Just over 400 years ago, two stars in our galaxy collided in space. This event was observed by astronomers on Earth, although they were not able to detect all the spectacular details and fallout of this event.
Now, scientists at the European Space Observatory’s Atacama Large Millimeter/Submillimeter Array (ALMA) have evaluated the signals that remained from this 1670 event. They were able to confirm that the collision, which involved two solar-class stars, resulted in the creation of a 'new star.' Furthermore, the researchers have also determined that this event also caused radioactive particles to be blasted into space in the course of the collision. This is the first time that such particles have been detected.
The researchers collaborated across institutions in Poland, France, Germany, Australia and the US to complete this study.
The team used ALMA (in addition to the NOEMA (Northern Extended Millimeter Array) telescope) to detect a subtype of 26AlF in the debris around the new star. This body, which has been named CK Vulpeculae (or CK Vul), is one example of what may happen when two sun-like stars collide. It is also thought of as a red star due to the light it emits. This body is still surrounded (as far as observers on Earth are concerned, at least) by the debris resulting from the collision.
Radioactive Aluminum in Space
The investigators were able to conclude that this debris contained 26AlF, which is an isotopologue of aluminum monofluoride due to the fact that it was radioactive. Therefore, gamma-ray telescopy was able to detect the beta-decay-related signals of these particles.
26Al has a half-life of just over a million years, which eventually resolves itself through decay into stable 26Mg (an isotope of magnesium). The researchers found no evidence that suggested CK Vul produced any kind of aluminum isotope. Therefore, the radioactive 26AlF was probably a result of the original stellar collision.
An artist’s impression of a solar collision such as the one resulting in CK Vul, showing the possible original source of the 26-aluminum. (Source: NRAO/AUI/NSF; S. Dagnello)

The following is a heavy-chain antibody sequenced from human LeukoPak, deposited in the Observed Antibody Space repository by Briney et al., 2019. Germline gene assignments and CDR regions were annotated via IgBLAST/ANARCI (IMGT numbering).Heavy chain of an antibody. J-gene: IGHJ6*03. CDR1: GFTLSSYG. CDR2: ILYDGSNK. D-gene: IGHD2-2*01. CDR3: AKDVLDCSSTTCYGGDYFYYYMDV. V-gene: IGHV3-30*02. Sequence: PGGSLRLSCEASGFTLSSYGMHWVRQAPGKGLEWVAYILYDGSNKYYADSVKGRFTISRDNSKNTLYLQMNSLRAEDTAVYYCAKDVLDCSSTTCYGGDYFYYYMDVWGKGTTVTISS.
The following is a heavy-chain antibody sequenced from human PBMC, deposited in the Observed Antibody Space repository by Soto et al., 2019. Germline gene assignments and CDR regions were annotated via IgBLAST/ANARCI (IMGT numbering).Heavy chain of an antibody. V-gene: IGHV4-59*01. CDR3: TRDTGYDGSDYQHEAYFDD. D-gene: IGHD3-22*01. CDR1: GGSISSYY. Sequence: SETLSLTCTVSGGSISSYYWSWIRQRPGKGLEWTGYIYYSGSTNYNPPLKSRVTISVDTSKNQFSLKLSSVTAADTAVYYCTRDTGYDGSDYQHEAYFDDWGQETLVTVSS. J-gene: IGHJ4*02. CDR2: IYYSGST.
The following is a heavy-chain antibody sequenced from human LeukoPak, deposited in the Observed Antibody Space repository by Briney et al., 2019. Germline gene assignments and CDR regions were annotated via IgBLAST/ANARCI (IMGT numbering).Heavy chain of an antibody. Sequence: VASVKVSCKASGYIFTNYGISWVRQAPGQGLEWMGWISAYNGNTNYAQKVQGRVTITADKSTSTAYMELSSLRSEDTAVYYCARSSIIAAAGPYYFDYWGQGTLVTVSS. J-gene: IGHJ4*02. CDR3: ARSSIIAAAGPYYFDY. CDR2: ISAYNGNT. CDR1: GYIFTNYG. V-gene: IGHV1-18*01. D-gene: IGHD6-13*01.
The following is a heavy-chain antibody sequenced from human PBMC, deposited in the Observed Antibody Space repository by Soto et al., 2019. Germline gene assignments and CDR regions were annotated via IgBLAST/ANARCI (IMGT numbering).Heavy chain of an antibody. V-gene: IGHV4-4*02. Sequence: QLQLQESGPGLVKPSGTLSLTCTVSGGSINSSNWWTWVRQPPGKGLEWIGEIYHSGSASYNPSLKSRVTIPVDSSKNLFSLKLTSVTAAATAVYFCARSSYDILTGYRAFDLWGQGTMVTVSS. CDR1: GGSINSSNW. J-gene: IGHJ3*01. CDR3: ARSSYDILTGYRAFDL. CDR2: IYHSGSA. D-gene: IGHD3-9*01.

On the other hand, the scientists now believe that CK Vul also released 26Al on its own. However, the group was only able to confirm the presence of the 26AlF particles, specifically. This was due to the previously-established signals associated with these radioactive species. They emit light at a specific wavelength as they travel through space. This property, known as the molecular rotational line, has a scale of millimeters and was amenable to capture through the ESO’s telescopes.
The results of this detection also offer clues as to the nature of at least one of the stars involved in the ‘birth’ of CK Vul.
CK Vul’s Birth: Small Potatoes?
The scientists reported that the estimated extent of 26AlF particles released in this event indicates that one of the stars involved in the incident was at the red-giant stage of stellar life. The star was also measured to be at least 0.8 Sol in mass. This is why the event is now considered to have involved stars of solar proportions.
On the other hand, other collisions with even bigger stars have been recorded. The researchers have also now concluded that the ‘cloud’ of 26AlF particles that resulted from this collision had a mass roughly equivalent to 3 Sol. This miasma of radioactive debris would also have spread all across the Milky Way. However, astronomy has only recently been able to confirm that it emanated from the vicinity of CK Vul.
This study has been published in the journal, Nature Astronomy.
The researchers also now believe that it may help them to identify other sources of radioactive aluminum in the galaxy. Prior to the study’s completion, it was thought that stellar collisions were relatively rare events and could not provide much radioactivity. Now, however, this preconception may need re-adjusting, especially if similar projects in the future detect more of these events, in conjunction with 26AlF or similar particles.
Top Image: A composite image of CK Vul from ALMA and other sources. (Blue: hydrogen; red: dust that may contain 26AlF). (Source: ALMA (ESO/NAOJ/NRAO), T. Kamiński & M. Hajduk; Gemini, NOAO/AURA/NSF; NRAO/AUI/NSF, B. Saxton)
Pair of Colliding Stars Spill Radioactive Molecules into Space, 2018, NRAO News, https://public.nrao.edu/news/2018-alma-radioactive-molecules/ , (accessed 3 August 2018)
T. Kamiński, et al. (2018) Astronomical detection of radioactive molecule 26AlF in the remnant of an ancient explosion. Nature Astronomy.
T. Kamiński, et al. (2015) Nuclear ashes and outflow in the eruptive star Nova Vul 1670. Nature. 520: pp.322.